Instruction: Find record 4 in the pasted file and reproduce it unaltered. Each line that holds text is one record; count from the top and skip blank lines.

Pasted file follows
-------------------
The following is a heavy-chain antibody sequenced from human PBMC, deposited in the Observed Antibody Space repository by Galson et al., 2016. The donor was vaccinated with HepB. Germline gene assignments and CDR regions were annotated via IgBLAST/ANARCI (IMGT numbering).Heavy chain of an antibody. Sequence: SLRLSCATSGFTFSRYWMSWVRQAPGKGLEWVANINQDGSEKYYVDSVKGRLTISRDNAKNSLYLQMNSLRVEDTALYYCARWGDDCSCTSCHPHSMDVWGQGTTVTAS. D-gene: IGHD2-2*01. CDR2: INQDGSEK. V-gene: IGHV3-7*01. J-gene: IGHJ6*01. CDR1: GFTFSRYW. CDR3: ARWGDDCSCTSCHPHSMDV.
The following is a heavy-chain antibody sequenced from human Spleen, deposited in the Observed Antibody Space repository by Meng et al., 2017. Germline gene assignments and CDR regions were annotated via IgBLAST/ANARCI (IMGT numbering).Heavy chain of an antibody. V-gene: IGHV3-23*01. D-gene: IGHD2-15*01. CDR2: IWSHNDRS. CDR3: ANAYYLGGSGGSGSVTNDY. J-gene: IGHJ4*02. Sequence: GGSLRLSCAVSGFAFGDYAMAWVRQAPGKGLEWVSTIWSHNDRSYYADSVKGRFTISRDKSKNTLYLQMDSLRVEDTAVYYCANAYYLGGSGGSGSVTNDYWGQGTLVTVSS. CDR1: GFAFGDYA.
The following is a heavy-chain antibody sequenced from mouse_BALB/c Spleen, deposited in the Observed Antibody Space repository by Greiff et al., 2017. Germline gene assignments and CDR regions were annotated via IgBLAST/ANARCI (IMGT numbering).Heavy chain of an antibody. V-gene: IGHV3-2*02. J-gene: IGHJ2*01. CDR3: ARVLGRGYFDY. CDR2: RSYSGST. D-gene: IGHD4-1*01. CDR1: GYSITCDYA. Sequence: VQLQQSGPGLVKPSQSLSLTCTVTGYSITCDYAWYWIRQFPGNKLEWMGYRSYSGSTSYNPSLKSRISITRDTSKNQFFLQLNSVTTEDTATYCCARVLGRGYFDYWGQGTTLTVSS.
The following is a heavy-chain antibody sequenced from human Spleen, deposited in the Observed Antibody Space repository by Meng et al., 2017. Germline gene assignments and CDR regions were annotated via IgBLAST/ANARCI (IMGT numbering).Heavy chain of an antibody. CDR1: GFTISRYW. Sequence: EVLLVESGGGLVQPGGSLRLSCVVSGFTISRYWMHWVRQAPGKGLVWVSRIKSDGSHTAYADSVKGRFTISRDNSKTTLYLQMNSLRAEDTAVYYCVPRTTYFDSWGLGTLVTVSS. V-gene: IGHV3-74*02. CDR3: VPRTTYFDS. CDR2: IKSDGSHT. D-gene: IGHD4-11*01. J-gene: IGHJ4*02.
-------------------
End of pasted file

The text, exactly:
The following is a heavy-chain antibody sequenced from human Spleen, deposited in the Observed Antibody Space repository by Meng et al., 2017. Germline gene assignments and CDR regions were annotated via IgBLAST/ANARCI (IMGT numbering).Heavy chain of an antibody. CDR1: GFTISRYW. Sequence: EVLLVESGGGLVQPGGSLRLSCVVSGFTISRYWMHWVRQAPGKGLVWVSRIKSDGSHTAYADSVKGRFTISRDNSKTTLYLQMNSLRAEDTAVYYCVPRTTYFDSWGLGTLVTVSS. V-gene: IGHV3-74*02. CDR3: VPRTTYFDS. CDR2: IKSDGSHT. D-gene: IGHD4-11*01. J-gene: IGHJ4*02.